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Master Class In Session

Master Class In Session 

September 3, 2018

Verse for the Week: Proverbs 3:1, “Do not forget my teaching, but keep my commands in your heart, for they will prolong your life many years and bring you peace and prosperity.”

Good grief. I am glad to have an extra day this weekend. Happy Labor Day, Y’all! Hope you are enjoying a beautiful and relaxing day—a well-earned reprieve from your work.

Twice this week I’ve heard from close friends who are reading the book of Proverbs as a spiritual practice. With 31 chapters in the book of Proverbs, we can read one chapter every day of the month. It’s a widely encouraged discipline to gain a deeper understanding of wisdom. 

I want that! Truth is—I need that! I need to grow in wisdom—the kind that can help me navigate the uncertain future looming up ahead. In fact, a life well lived is one that has operated out of the treasure trove of wisdom. 

Although the entire Bible, from Genesis to Revelation, is the ultimate master class, it’s the book of Proverbs that has always been quipped the master class of wisdom. Every word is an appeal to commit to this path of heightened character, conduct, and deep-seated motivations.

So with that in mind, I am committing to adopt this quest today. I am hoping it will help me live a healthier more fulfilling life. One that I can look back on and see the evidence of applying the lessons from Lady Wisdom.

As a rule, each proverb must be read in context as the truth is often found in the context of the entire collection of sayings, instructions, and reflections. Even though Proverbs is full of wise words, wisdom itself is found in the One who inspired them to be written…

The Master of the Master Class is Jesus. 

It was His Word that fills each and every breath of each and every word written in the Book of Proverbs. And although the book of Proverbs is full of wise words and adages, we witness wisdom, in full form, in the life of Jesus. This is where we see it in action.

On a personal note, I’ve been working through two very emotionally and spiritually charged anniversaries this past week. Each one happened in different seasons of my life and challenged me in ways that are still sometimes hard to define. 

In both situations, tragedy happened in an instant. And each one has tested the faith that flows within the deep currents of my soul. Although I have not forsaken my faith or my God, these sucker punches to the gut have caused me to ask some hard questions. Questions that require a wisdom beyond my experience.

Habakkuk, an Old Testament minor prophet also asked some hard questions in his lifetime. In the end, He chose wisdom as his guide.

“I will stand at my watch and station myself on the ramparts; I will look to see what he will say to me, and what answer I am to give to this complaint” (Habakkuk 2:1). Habakkuk was desperate for wisdom, and He was willing to wait and watch for it to come.

Are we willing to wait? To watch? To Ask? And to seek the wisdom we need for all things—career, love, friendships, parenting? Are we willing, like Habakkuk to praise before we see the provision?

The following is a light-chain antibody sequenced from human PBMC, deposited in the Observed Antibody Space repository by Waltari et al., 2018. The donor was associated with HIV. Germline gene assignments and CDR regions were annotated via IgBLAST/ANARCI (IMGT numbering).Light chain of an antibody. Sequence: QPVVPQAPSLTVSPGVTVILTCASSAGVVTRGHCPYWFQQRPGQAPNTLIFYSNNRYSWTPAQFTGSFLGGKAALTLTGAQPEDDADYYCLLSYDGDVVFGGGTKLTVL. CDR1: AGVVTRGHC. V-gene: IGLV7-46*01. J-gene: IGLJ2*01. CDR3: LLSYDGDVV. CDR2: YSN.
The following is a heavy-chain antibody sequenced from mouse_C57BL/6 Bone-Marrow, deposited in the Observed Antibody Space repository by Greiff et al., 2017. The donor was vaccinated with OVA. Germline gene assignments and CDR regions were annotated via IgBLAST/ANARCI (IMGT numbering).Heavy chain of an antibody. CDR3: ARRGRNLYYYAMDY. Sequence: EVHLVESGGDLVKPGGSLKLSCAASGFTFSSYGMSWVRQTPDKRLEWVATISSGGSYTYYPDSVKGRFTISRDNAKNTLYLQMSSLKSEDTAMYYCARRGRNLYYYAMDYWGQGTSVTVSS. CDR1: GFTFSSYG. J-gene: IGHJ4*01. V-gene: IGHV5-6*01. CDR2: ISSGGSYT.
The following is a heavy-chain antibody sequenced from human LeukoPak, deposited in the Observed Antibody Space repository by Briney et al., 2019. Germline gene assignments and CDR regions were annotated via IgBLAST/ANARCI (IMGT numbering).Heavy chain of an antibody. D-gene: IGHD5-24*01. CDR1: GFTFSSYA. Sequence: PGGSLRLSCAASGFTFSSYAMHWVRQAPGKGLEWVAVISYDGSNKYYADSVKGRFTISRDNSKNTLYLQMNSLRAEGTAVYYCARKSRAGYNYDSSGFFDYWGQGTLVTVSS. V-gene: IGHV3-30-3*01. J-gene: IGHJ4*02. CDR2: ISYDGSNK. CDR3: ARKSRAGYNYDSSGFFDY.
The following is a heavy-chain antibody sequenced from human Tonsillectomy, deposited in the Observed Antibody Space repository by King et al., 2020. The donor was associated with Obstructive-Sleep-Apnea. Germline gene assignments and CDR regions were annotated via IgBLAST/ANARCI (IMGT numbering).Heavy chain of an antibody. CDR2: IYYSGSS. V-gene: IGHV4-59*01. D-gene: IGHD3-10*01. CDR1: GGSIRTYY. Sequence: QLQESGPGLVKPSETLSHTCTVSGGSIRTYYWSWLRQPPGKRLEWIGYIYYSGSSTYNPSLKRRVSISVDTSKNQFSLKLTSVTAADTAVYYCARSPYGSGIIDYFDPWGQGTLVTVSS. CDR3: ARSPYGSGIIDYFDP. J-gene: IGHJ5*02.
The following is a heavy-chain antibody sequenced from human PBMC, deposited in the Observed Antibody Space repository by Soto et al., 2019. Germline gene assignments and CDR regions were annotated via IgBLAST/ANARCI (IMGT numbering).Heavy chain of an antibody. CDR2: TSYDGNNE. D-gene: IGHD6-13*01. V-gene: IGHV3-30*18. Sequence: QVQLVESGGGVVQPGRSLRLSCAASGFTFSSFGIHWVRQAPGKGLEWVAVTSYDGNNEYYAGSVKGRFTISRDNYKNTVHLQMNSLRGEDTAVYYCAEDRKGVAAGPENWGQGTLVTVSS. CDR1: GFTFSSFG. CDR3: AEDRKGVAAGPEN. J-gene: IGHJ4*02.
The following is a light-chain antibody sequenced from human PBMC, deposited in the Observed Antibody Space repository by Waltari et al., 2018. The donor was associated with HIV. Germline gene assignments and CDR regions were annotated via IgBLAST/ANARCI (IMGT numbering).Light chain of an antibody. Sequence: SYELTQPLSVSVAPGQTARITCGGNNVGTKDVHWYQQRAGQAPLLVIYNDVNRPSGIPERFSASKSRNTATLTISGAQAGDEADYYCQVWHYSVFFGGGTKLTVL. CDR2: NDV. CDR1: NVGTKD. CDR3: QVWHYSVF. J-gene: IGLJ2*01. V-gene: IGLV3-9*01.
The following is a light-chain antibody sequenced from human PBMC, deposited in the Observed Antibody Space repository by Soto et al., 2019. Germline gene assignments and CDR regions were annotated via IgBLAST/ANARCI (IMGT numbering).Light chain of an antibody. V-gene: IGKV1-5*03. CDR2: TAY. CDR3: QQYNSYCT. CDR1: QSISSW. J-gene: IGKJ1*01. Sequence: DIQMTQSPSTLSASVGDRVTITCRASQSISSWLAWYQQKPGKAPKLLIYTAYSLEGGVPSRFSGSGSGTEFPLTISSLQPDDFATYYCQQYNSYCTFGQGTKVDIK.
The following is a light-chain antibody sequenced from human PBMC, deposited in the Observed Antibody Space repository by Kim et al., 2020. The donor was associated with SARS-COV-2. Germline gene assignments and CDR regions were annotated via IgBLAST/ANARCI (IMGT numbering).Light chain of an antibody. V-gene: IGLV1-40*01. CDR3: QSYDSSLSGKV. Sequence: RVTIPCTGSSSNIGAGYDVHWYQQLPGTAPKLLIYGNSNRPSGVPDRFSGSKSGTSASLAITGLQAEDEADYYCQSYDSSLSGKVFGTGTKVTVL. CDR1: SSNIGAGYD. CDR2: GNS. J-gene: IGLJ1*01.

Personally, I can’t say I do this on the regular, but I want to. I want to be a student of wisdom. I want to grow in knowledge and understanding. And I want all of this to affect the dailiness of my life.

You might ask yourself how Solomon, notably one of the wisest men in the Bible could die a fool. And the answer is found in his own proverb, “Stop listening to instruction, my son, and you will stray from the words of knowledge” (19:27). 

This is a great reminder that there’s no guarantee of retaining wisdom if we become apathetic to its instruction. Our eyes, ears, and heart will stray off the narrow road to follow voices and vices vying for our illicit allegiance. More often than not, it’s a slow fade. One in which we might not even see until it’s too late.

As adults, the learning curve tends to wane as we get older. Not that we aren’t exposed to situations that challenge us, but because we are busy working, parenting, friending, and living life, we struggle to make time to learn and grow and stretch our capacity for deeper wisdom.

We get comfortable, settled, and even protect the status quo. Even so, life doesn’t operate within the status quo—to many moving parts and pieces. In fact, at any given time, we are literally hanging on by a thread, praying the other shoe doesn’t drop before the night is over. We need the sun to rise and offer hope for a new day, a new beginning, a renewed vigor for embracing this journey called life.

The remedy is found in the Master of the master class—“For the LORD gives wisdom; from his mouth come knowledge and understanding” (Proverbs 2:6). 

Don’t become apathetic to the power of faith and instruction. Don’t stray from the words of knowledge. Seek Him, and you’ll find wisdom. That, my friend, is a guarantee. 

Prayer:

Lord God, I need wisdom to live this life. Stretch my capacity for spiritual understanding, and help me to make time to learn from you, your word and your example. In Jesus’ name, Amen.

Reflect and Respond:

I’d like to encourage you this week, this month, even this year to think about adopting this spiritual practice of reading a chapter of Proverbs each day. Most months have 31 days, so for today, September 3rd, read chapter 3 and so on.

It’s never too late to sit under the Master of the ultimate master class.

Hugs for a great week and remember, you are not alone. Be blessed and never stop learning, growing and stretching. Class is in session and wisdom awaits.

Dori

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